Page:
Oil prices retreat on China COVID worries and recession fears

Oil futures fell on Monday, under pressure as Beijing tried to contain a further rise in COVID-19 cases and global stocks tumbled as the price index shocks to the Last week’s hotter-than-expected US consumer continued to spread through financial markets.

price action
  • West Texas Intermediate crude for delivery in July CL.1,


    fell $1.89, or 1.6%, to $118.78 a barrel on the New York Mercantile Exchange.

  • August Brent crude BRN00,

    the global benchmark, fell $1.64, or 1.3%, to $120.33 a barrel on ICE Futures Europe. WTI and Brent hit three-month highs last week.

  • Back to Nymex, July gasoline RBN22,
    fell 2.2% to $4.0821 a gallon, continuing a pullback from last week’s all-time highs, while July HON22 heating oil,
    was down 0.8% at $4.3297 a gallon.

  • July Natural Gas Futures NGN22,
    lost 2.5% to $8.63 per million British thermal units.

Market factors

Beijing has decided to increase testing after a COVID-19 outbreak linked to a nightclub. The outbreak has infected at least 183 people in 15 districts, according to reports.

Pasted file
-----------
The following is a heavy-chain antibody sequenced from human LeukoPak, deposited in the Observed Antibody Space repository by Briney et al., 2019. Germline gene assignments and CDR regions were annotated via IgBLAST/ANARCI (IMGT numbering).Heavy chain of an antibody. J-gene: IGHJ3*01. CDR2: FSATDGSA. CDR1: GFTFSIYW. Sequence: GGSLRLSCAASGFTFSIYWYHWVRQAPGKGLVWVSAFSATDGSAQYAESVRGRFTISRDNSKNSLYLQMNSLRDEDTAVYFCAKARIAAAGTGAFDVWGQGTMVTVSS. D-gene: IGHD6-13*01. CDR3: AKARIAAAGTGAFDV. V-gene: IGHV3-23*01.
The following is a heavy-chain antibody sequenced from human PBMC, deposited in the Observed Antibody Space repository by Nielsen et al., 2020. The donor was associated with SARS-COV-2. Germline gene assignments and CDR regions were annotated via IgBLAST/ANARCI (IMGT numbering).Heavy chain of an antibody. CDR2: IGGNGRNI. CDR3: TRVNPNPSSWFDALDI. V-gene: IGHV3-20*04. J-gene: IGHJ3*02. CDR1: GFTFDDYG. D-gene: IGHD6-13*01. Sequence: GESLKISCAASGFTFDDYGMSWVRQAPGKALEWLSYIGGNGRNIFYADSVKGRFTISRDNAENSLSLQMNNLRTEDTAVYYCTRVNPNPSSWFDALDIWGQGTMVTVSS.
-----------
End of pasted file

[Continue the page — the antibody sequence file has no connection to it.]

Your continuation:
“Hopes that demand for oil would quickly and completely return to normal after the lifting of previous lockdowns in China, the world’s second-largest oil consumer, have therefore proven premature,” said Carsten Fritsch, commodities analyst at Commerzbank, in a note.

Meanwhile, U.S. stocks appeared on course for another session of heavy losses as a sell-off in global equities continued following Friday’s Consumer Price Index reading that showed inflation hitting a 40-year high of 8.6% year-on-year in May. .

“If the Fed were to raise interest rates significantly higher in response and the U.S. economy slips into recession, that would also affect demand for oil in the world’s largest oil-consuming country,” Fritsch said, noting concerns that plans presented by the European Central Bank began raising rates last week, sparking fears of recession in the euro zone.

A further surge in the US dollar on expectations of the US Federal Reserve to step up its aggressive monetary tightening efforts was also a headwind for crude and other commodities priced in unity. A stronger dollar makes them more expensive for users of other currencies.

The ICE US Dollar Index DXY,
a measure of the currency against a basket of six major rivals, rose 0.6%.

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Felix J. Dixon